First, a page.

India Tchaikovsky, Swan Lake: Pathé Live ballet-screening, Godrej Dance Academy Theatre, National Centre for the Performing Arts (NCPA), Mumbai, 14.4.2013 (JSM)
Odette/Odile: Maria Alexandrova
Prince Siegfried: Ruslan Skvortsov
Rothbart: Nikolay Tsiskaridze
Jester: Vyacheslav Lopatin
Soloists and corps de ballet of the Bolshoi Theatre, Moscow
Orchestra of the Bolshoi Theatre
Musical Director: Pavel Sorokin
Libretto and Choreography:Yuri Grigorovich (after a scenario by Vladimir Begichev and Vasily Geltser)
With scenes choreographed by Marius Petipa, Lev Ivanov, Alexander Gorsky
Sets: Simon Virsaladze
Lighting: Mikhail Skolov
There are certain works of art that become synonymous with the genre they belong to. And surely, when one thinks of ballet, “Swan Lake” springs to mind.
Though created in the late 19th century, it has an evergreen, endlessly renewable quality that allows it to be interpreted afresh, keeping abreast with evolution in artistic sensibilities. Part of its appeal lies in its fairy-tale story…deceptively simple but loaded with deep shades of meaning and symbolism. And it is set to music of great passion and lyricism, by Tchaikovsky.
Probably the most famous modern interpretation of the ballet is in the film “Black Swan” which presents the Odette/Odile dichotomy as both alter-ego and doppelgänger. There is even a hugely successful gay version by Matthew Bourne. More conventional alterations made to the story include Rudolf Nureyev’s Vienna production which ended the ballet in stark tragedy, with the Prince and Odette drowning in the flooded lake, though in the original epilogue they are seen blissfully united in death. The Soviet authorities decided to give it an outright happy ending, with Odette saving the Prince from Rothbart; and the couple living happily ever after.
The choreographer Yuri Grigorovich was the architect of a legendary production at Moscow’s Bolshoi Theatre in 1969, which used such an ending. But the performance being screened by Pathé Live, also from the Bolshoi and choreographed by Grigorovich (and others) is of a different scenario, in which the entire swan saga is presented as a dream, or a figment of Prince Siegfried’s imagination. This robs the plot of impact; and comes across as a half-baked cerebral exercise, inconsistent and somewhat pretentious.
Moreover, the music has been chopped and changed, most damagingly at the conclusion. The ballet’s climax is originally set to some of the most gloriously thrilling music ever written, ending with the ‘swan’ theme resounding in a triumphant peroration of brass, percussion and full orchestra. Here, the music reverts to the Prelude and ends with a muted reiteration of the theme, ending in a whisper, leaving the Prince alone onstage and the audience bewildered as to what just happened.
The production is staged in four scenes and divided into two halves. Simon Virsaladze’s sets for the palace are elegantly devised, with diaphanous hangings against a cyclorama of streaked sky. By contrast, the lake is drab, bare and monochromatic in a dull blue-gray, a far cry from the atmospheric mise-en-scènes one has seen.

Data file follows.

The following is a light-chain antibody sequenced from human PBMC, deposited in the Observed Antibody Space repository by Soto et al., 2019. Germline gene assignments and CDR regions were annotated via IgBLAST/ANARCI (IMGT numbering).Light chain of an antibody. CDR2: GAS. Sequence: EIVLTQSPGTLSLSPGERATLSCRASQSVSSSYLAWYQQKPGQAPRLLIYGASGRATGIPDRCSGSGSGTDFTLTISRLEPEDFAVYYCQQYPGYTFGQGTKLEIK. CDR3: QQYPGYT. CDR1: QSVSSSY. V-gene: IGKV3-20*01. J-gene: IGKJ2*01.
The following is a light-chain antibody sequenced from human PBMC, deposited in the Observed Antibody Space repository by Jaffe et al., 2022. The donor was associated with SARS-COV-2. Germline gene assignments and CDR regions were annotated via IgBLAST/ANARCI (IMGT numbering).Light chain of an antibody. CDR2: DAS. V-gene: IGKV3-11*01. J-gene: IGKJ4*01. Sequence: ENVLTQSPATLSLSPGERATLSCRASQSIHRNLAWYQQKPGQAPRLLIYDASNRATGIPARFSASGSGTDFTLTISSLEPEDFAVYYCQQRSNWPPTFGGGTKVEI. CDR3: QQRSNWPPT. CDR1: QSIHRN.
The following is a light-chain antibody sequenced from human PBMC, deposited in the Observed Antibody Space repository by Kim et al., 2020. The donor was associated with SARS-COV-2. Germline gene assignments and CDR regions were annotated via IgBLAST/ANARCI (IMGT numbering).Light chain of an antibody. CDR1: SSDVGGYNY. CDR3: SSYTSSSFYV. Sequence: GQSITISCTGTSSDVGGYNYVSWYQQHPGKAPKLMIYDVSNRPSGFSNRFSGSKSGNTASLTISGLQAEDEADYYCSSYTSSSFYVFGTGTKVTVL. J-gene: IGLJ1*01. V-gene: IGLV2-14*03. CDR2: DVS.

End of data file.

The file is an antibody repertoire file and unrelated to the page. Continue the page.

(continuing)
The dancing in this production is exquisite…and bloodless. Maria Alexandrova dances Odette with a pure classicism that is utterly beautiful to behold; but where is the characterisation, the swan queen’s vulnerability, her fluttery nervousness and fear giving way to love? Alexandrova’s Odile has some sparkle but little sense of dangerous sexuality (made unforgettable by the great dancer Maya Plisetskaya) and is ultimately not enough of a contrast. And she almost misses one of her 32 fouettés near the climax of her ‘black swan’ scene with the Prince.
Among the other principals, Ruslan Skvortsov’s athleticism and long leaps as Prince Siegfried are impressive; but Nikolay Tsiskaridze is an unmemorable cipher as Rothbart. However, the young dancer Vyacheslav Lopatin makes an agile, perky Jester. The corps de ballet dances with charm and precision, the four Cygnets are a perfectly co-ordinated delight; but the Spanish and Hungarian Dances lack fire and pizzazz.
The presentation at NCPA’s Godrej Theatre no longer had the severe audio anomalies experienced at the earlier Met Opera screening of “Otello” reviewed here . In fact, the quality of sound was sweet and clear; but it lacked power, being played-back at an inordinately soft level. The audience was heard complaining bitterly during the interval, after which there was some improvement…but not enough. This reviewer was told the recording was to blame; and indeed there may be some truth in that, since some of the climaxes sounded distinctly compressed. However, the overall volume should have been much louder, to allow Tchaikovsky’s magnificent score to shine through.
This has been a recurring problem here with some of the recent Met Opera screenings as well, which makes one wonder why the NCPA doesn’t take the trouble to do a level-check before each presentation.
Jiten S. Merchant